Chamber Works by Women Composers
Clara SCHUMANN (1819-1896)
Piano Trio in G minor, op. 17 (1846) [28:44]
Amy BEACH (1867-1944)
Piano Trio, op. 150 (1938) [15:04]
Germaine TAILLEFERRE (1892-1983)
Violin Sonata No. 1 in C sharp minor (1922) [20:20]
Lili BOULANGER (1893-1918)
Nocturne (1911) [3:28]
Cortège (1914) [1:53]
Fanny MENDELSSOHN-HENSEL (1805-1847)
Piano Trio in D minor, op. 11 (1846/7) [25:22]
Teresa CARREÑO (1853-1917)
String Quartet in B minor (1896) [22:42]
Cecile CHAMINADE (1857-1944)
Piano Trio in G minor, op. 11 (1881) [23:18]
Macalester Trio (Donald Betts (piano), Joseph Roche (violin), Camilla Heller (cello))
Robert Zelnick (violin: quartet), Tamas Strasser (viola: quartet), Paul Freed (piano: sonatas)
rec. 1970s, details not provided
VOX CDX5029 [69:48 + 71:26]
This is at least the third incarnation of this recording, initially released, I believe, in the late 1970s, and then on CD in 1991. In each case, the title and all the works have been retained. That being so, the ever so slightly patronising title is excused. After all, it was a different time and the number of recordings of works by female composers pre-1980 was fairly low, and the release of a triple LP set dedicated to such works would have been something to celebrate. Nowadays, I would like to think that such special pleading is unnecessary. Having said this, there was a brand new release recently reviewed here, subtitled “100 Years of Chamber Music by French Women”.
The order in which the works are presented would seem to have no underlying logic. Why not chronological, with the Mendelssohn, Schumann and Chaminade trios on one disc, and the more or less twentieth century works on the other. Alternatively, the three Germanic trios, and I’m including the Beach in this by its style, fit comfortably on one, and the French and Latin on the other. Since one can programme them in whatever order one likes, it is a minor matter, especially when there is a far bigger problem than this.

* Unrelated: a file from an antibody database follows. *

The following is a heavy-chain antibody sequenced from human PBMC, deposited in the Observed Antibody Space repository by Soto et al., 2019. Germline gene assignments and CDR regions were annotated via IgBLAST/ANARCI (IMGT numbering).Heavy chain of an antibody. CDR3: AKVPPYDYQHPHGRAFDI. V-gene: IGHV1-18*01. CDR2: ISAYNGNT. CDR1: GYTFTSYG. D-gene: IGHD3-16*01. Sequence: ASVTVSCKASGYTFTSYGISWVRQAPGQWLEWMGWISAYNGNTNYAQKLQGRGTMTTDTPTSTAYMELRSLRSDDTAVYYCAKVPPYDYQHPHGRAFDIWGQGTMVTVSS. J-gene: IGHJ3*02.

The four trios belong in everyone’s chamber music collection. The Schumann and Mendelssohn works are frequently described as their best compositions. Whether that is so, I can’t say, but they are both fine works; the Schumann is graceful and elegant, the Mendelssohn much more dramatic and forceful. The Beach is elegiac and autumnal, befitting the time of life in which it was written, if not the decade. The Chaminade isn’t as good as her second trio, but is still a melodious and charming work.
Of the other works, the Boulanger miniatures are well-crafted and the Tailleferre sonata has clear stylistic connections to her fellow Les Six members, especially Milhaud. Teresa Carreño was the only one whose name was unknown to me. Among her four husbands was Eugen d’Albert, and her teachers included Louis Gottschalk and Anton Rubinstein. The great majority of her compositions were for solo piano – her instrument as a concert artist – and this quartet is the only non-piano work of hers available. In terms of style and general feel, it has more in common with Haydn than Brahms, but is pleasant at best, and alas unmemorable.
You will note that I have rather skipped through these works, and likewise, I don’t intend to make comparisons with other recordings. This brevity is for one very good reason: each and every one of these works is compromised by the piercing nasal tone of violinist Joseph Roche. It becomes very wearying very quickly. By way of example, the Beach trio has a quite beautiful opening with an elegiac melody in the cello, supported by swirling figures in the piano. For 35 seconds, all is good, and then the violin enters, totally shattering the blissful mood. I should say that I have no such problem with the other performers, so it is clearly not a matter of an engineering problem, or a recording showing its age.
If you want these works in good recordings, unfortunately you will need to look elsewhere, and pay considerably more. There are good alternatives for all works except the Carreño,
and it would have to be far better than it is to justify the purchase. If your budget won’t stretch to buying them individually – you can get the Mendelssohn and Schumann on a Hyperion Helios budget disc – then you will need to steel yourself to cope with the sound of the violin.
If you do decide to purchase this, look carefully before buying: AmazonUK is
listing this at £24, whereas on Presto it is £9.75.
I presume the booklet notes would have been those provided with the LP set. Therefore, they are almost forty years out of date, and will be lacking the fruits of
more recent research into these composers.